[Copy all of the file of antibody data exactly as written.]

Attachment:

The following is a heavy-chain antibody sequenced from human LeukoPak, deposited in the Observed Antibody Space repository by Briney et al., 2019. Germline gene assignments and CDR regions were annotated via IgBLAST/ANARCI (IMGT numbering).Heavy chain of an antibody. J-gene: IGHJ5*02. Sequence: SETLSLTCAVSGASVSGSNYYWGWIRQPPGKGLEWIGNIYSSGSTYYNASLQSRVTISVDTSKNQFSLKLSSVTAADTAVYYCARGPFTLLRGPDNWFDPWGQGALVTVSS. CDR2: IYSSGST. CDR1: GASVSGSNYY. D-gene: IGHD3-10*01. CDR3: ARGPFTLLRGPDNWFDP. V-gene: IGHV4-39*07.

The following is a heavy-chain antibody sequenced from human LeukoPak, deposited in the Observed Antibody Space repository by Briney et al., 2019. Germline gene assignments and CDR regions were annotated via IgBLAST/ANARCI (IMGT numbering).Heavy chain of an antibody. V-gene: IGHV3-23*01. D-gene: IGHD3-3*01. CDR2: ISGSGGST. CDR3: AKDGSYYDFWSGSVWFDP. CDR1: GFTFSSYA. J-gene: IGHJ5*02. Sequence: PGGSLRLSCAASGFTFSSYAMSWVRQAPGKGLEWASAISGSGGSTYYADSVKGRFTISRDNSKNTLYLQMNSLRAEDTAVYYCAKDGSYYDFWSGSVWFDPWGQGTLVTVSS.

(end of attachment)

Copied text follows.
The following is a heavy-chain antibody sequenced from human LeukoPak, deposited in the Observed Antibody Space repository by Briney et al., 2019. Germline gene assignments and CDR regions were annotated via IgBLAST/ANARCI (IMGT numbering).Heavy chain of an antibody. J-gene: IGHJ5*02. Sequence: SETLSLTCAVSGASVSGSNYYWGWIRQPPGKGLEWIGNIYSSGSTYYNASLQSRVTISVDTSKNQFSLKLSSVTAADTAVYYCARGPFTLLRGPDNWFDPWGQGALVTVSS. CDR2: IYSSGST. CDR1: GASVSGSNYY. D-gene: IGHD3-10*01. CDR3: ARGPFTLLRGPDNWFDP. V-gene: IGHV4-39*07.

The following is a heavy-chain antibody sequenced from human LeukoPak, deposited in the Observed Antibody Space repository by Briney et al., 2019. Germline gene assignments and CDR regions were annotated via IgBLAST/ANARCI (IMGT numbering).Heavy chain of an antibody. V-gene: IGHV3-23*01. D-gene: IGHD3-3*01. CDR2: ISGSGGST. CDR3: AKDGSYYDFWSGSVWFDP. CDR1: GFTFSSYA. J-gene: IGHJ5*02. Sequence: PGGSLRLSCAASGFTFSSYAMSWVRQAPGKGLEWASAISGSGGSTYYADSVKGRFTISRDNSKNTLYLQMNSLRAEDTAVYYCAKDGSYYDFWSGSVWFDPWGQGTLVTVSS.